Oct 302023

For the inaugural Canadian Creative Writers Edgar Allan Poe Contest I came in third place with this submission:

The East Coast Gambler

The raven looked down on the detective as the detective looked back. Both summoned to the room in the House of Usher moments before its fall. Detective Roberts shook himself out of his trance, tried to convince himself the raven was only a statue, and continued to take photographs of the murder scene.

A man, slumped over, held up only slightly by the two walls running perpendicular to the bluing body, seemed out of place. His penny loafers, bowtie and cuff links gave off a vintage feel. With an earthquake imminent, the house sitting on the edge of the cliff was tilted, about to crash into the sea hundreds of feet below. At this point, even a slight wind could shift the structure and cause more harm and more lives lost. Looking at his watch, Detective Roberts gave himself five minutes to do what he could. He understood when he got the call the crime scene investigators would not make it in time, the paramedics would never get in to extract the body.

A shame, really. Someone knew this man and why he was there. He wasn’t the only one who cared, he couldn’t be. Bending down for a closer look at the body, being on the force in some capacity for twenty-five years sadly made him almost tolerant to the stench, and using his gloved hand to lift the top lip of the corpse, he knew this man was prestigious. All of his teeth were perfectly straight, very white and grasping a $100 bill which he carefully removed.

He also removed a cuff link, plucked a piece of hair and, after placing each into a small bag of their own and sealing them, used a stick to swab the inside of the corpses cheek in hopes of collecting some bodily fluids for a DNA check. When he made to stand up, his knees popped loud enough to give him a fright and distract him from the swoop of a raven’s flight. Detective Roberts bent down to collect his evidence and put them neatly into his briefcase when the house tilted. He stood quickly, making himself dizzy, and dropped his flashlight. Despite it being a sunny day, the room made it feel like 2 AM with its heavy darkness.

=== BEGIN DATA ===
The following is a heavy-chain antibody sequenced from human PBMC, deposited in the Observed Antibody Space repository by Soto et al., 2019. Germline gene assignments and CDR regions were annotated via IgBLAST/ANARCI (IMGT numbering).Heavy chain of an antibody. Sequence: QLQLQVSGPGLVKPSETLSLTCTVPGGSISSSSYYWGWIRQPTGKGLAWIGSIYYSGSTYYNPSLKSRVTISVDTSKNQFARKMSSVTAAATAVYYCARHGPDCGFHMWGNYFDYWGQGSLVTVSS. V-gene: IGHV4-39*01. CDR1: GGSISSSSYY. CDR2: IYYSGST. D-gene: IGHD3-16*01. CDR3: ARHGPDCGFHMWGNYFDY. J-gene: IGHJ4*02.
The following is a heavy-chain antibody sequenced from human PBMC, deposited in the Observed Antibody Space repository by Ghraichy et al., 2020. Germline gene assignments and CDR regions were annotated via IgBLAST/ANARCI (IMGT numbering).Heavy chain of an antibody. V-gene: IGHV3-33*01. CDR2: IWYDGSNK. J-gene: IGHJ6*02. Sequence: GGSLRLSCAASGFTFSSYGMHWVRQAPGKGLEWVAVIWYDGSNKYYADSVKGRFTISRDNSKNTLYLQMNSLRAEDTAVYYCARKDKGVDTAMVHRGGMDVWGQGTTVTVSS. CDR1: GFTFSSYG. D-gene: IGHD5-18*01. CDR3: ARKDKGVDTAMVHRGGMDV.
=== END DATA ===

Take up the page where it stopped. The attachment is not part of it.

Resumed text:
The raven, or a raven, swooped past the detective and onto the corpse as the man’s eyes adjusted to the almost complete lack of light. Typically, he was better without his trainee by his side though he suddenly missed her tremendously. Or rather, more specifically, missed her flashlight.

He remembered there being a window at the wall to the body’s right, his left. Draped in heavy curtains, a window nonetheless, so he made his way to his left. Slowly, trying to recall the furniture or any other obstacles, his arms outstretched in from of him he cracked his knee on something but stayed erect and silent, listening closely to the sounds of the house and some creature making a feast of the body. Reaching the wall, feeling with his right hand while his left still clung to the briefcase, he felt. Rough, peeling wallpaper, a hole in the drywall, his fingers rubbing what he suspected to be newspaper instead of insulation, he ripped a piece he thought was large and maneuvered it into his left fingers. Eventually he felt the heavy velvet and yanked it towards him.

Sunshine filled the room as the curtain fell on top of him, making him even more disoriented. He needed to leave. Scrambling out of the heavy curtain, Roberts eyed the door and began walking towards it, quickly. Hand on the doorknob he took one last look towards the corpse to see the raven looking back, one eyeball in his beak and his talons on another. He shivered, despite the sweat of the hot day, as he walked backwards onto more solid land.

Thanks for reading,

Sarah Butland

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